U.S. apparel imports started 2022 with an unexpected swell to meet ongoing strong consumer demand, with all Top 10 suppliers posting increases compared to January 2021, according to the Commerce Department’s Office of Textiles & Apparel (OTEXA).
“It is a bit surprising to see the surge continuing during the month of January,” Julia Hughes, president of the United States Fashion Industry Association, said. “We suspect some of the surge is due to the supply chain crisis, with companies shipping earlier than in past years and looking for better prices when they ship during traditionally slower months.”
There was also likely a push to get goods out of factories and ports ahead of the Feb. 1 Lunar New Year and associated plant closures and worker shortages.
No. 3 production spot Bangladesh led the way with a 42.1 percent year-over-year increase to 282 million square meter equivalents (SME), while Indonesia saw a 39.49 percent hike to 108 million SME. Shipments from India were up 30.73 percent in the period to 124 million SME, as imports from China, the top supplier of apparel to American brands and retailers, rose 25.26 percent in January compared to a year earlier to 996 million SME.
Vietnam, the month’s No. 2 supplier of U.S. apparel, continued its more modest gains with a 9.04 percent rise to 380 million SME. Among the other Asian top suppliers, imports from Cambodia gained 15.56 percent to 105 million SME and shipments from Pakistan increased 23.13 percent to 84 million SME, OTEXA data showed.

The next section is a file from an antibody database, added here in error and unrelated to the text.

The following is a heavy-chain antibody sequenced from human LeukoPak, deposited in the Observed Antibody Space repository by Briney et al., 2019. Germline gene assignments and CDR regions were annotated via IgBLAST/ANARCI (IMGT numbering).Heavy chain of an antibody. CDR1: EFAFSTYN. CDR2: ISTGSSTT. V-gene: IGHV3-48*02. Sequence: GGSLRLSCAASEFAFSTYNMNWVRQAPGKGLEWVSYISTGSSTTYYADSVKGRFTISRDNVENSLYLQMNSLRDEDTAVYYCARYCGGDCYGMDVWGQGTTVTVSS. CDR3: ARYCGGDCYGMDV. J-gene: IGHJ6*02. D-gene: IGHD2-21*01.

Hughes said sourcing trends “are incredibly stable from what we saw during 2021.” While U.S. apparel imports continue to be dominated by Asian suppliers, “we continue to see very strong growth from Western Hemisphere Free Trade Agreement suppliers, CAFTA [countries] and USMCA partner Mexico,” she added.
Rounding out the Top 10 were Western Hemisphere countries Honduras, Mexico and El Salvador. Of the group, Mexico posted the largest increase, gaining 20.68 percent year over year to 65 million SME.
Shipments from Honduras and El Salvador, which as part of the Central American Free Trade Agreement (CAFTA) are eligible for duty-free status, as is Mexico under the U.S.-Mexico-Canada Agreement, rose 4.1 percent to 49 million SME and 8.03 percent to 65 million SME, respectively.
They contributed to an overall increase of 14.36 percent from CAFTA countries to 188 million SME, aided by gains from other participant nations–Nicaragua, Guatemala and the Dominican Republic. Other Western Hemisphere countries with gains and benefitting from a nearshoring movement were Haiti, Peru and Canada.
Patricia Medina, owner of apparel producer Aztex Trading Co., told attendees at a panel discussion at the Sourcing at Magic show that Mexico’s verticality with raw materials and factories has become a strong selling point.
“When you’re talking about cotton, there are a lot of vertical companies” that provide full-package solutions, from fabric to finished garment, across the country, Medina said.
While Mexico lacks the “capacity of China,” the country’s “added value” stems from the ease and speed of inventory replenishment, she added.
In 2021, U.S. yarn exports to provide the raw materials for the CAFTA countries’ apparel factories increased 47.87 percent to a value of $1.66 billion, while fabric exports to the region rose 9.46 percent to $803.25 million.
Also on Tuesday, the U.S. Census Bureau and Bureau of Economic Analysis announced the goods and services trade deficit was $89.7 billion in January, up $7.7 billion from $82 billion in December. The January trade deficit reflected an increase in the goods deficit of $7.1 billion to $108.9 billion and a decrease in the services surplus of $600 million to $19.2 billion.